Current Research in Microbiology

Exogenous Pyocyanin Alters Pseudomonas aeruginosa Susceptibility to Ciprofloxacin

Gary D. Grant, Tian Tian Zhang, Lee S. Gloyne, Anthony V. Perkins, Milton J. Kiefel and Shailendra Anoopkumar-Dukie

DOI : 10.3844/ajmsp.2010.9.13

Current Research in Microbiology

Volume 1, Issue 1

Pages 9-13


This in vitro cell-based study identified the contributing role of pyocyanin in the resistance of Pseudomonas aeruginosa to ciprofloxacin. Problem statement: P. aeruginosa is the major pathogen in the Cystic Fibrosis (CF) lung with pyocyanin being a critical component of its virulence. Prevalence is high and, once acquired, chronic infection is difficult to eliminate. Ciprofloxacin remains a crucial oral agent effective against P. aeruginosa, but resistance is increasingly reported. Approach: Here we examined the extent to which exogenously added pyocyanin affected P. aeruginosa susceptibility to ciprofloxacin and the contribution of altered efflux activity and biofilm production with the aim of ultimately increasing sensitivity. Results: Metabolic conversion of resazurin to resorufin was used as an index of bacterial cell growth while fluorescent measurement of acriflavine efflux and crystal violet staining was used as markers of efflux activity and biofilm production, respectively. Pyocyanin (100 µM) added exogenously decreased susceptibility of two P. aeruginosa strains, PAO1 and ATCC 27853 to ciprofloxacin at 125 and 500 µg L-1, respectively. Exogenously added pyocyanin decreased efflux activity in both strains while biofilm production was significantly increased. Conclusion: We conclude that increased biofilm production may contribute to the observed decreased susceptibility of P. aeruginosa to ciprofloxacin. Ciprofloxacin is a crucial orally effectively agent against P. aeruginosa with resistance being increasingly reported. This initial study highlights a potential mechanism that may underlie this resistance which may be of clinical interest. Further studies using additional antibiotics and the pyocyanin precursor 1-hydroxyphenazine are required.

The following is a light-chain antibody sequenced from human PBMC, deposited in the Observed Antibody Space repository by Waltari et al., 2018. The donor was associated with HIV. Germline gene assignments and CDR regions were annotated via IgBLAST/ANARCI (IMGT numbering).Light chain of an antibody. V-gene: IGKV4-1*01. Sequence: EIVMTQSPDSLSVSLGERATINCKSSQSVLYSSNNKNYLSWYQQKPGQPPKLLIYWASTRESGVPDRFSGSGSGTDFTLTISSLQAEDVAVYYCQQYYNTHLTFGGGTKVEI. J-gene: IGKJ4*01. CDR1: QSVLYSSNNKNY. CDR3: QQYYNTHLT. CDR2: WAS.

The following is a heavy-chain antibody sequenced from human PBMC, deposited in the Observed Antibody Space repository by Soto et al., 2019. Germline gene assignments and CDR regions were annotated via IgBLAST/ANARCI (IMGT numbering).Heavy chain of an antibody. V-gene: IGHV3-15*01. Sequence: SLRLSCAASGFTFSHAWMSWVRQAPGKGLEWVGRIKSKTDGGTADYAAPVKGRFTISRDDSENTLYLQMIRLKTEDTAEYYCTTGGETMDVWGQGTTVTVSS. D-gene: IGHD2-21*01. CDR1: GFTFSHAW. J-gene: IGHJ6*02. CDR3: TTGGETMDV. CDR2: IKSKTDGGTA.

© 2010 Gary D. Grant, Tian Tian Zhang, Lee S. Gloyne, Anthony V. Perkins, Milton J. Kiefel and Shailendra Anoopkumar-Dukie. This is an open access article distributed under the terms of the Creative Commons Attribution License, which permits unrestricted use, distribution, and reproduction in any medium, provided the original author and source are credited.